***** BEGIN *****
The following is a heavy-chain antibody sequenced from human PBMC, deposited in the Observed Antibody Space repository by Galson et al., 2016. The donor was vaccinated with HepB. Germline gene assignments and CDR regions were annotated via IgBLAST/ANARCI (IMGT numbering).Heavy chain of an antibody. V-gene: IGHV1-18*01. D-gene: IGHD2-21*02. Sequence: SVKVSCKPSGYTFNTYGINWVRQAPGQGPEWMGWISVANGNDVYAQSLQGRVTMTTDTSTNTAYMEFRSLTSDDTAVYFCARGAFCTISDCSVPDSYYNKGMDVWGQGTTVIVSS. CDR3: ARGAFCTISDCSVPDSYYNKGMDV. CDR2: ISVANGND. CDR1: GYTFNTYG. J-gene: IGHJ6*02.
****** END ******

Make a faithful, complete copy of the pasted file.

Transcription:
The following is a heavy-chain antibody sequenced from human PBMC, deposited in the Observed Antibody Space repository by Galson et al., 2016. The donor was vaccinated with HepB. Germline gene assignments and CDR regions were annotated via IgBLAST/ANARCI (IMGT numbering).Heavy chain of an antibody. V-gene: IGHV1-18*01. D-gene: IGHD2-21*02. Sequence: SVKVSCKPSGYTFNTYGINWVRQAPGQGPEWMGWISVANGNDVYAQSLQGRVTMTTDTSTNTAYMEFRSLTSDDTAVYFCARGAFCTISDCSVPDSYYNKGMDVWGQGTTVIVSS. CDR3: ARGAFCTISDCSVPDSYYNKGMDV. CDR2: ISVANGND. CDR1: GYTFNTYG. J-gene: IGHJ6*02.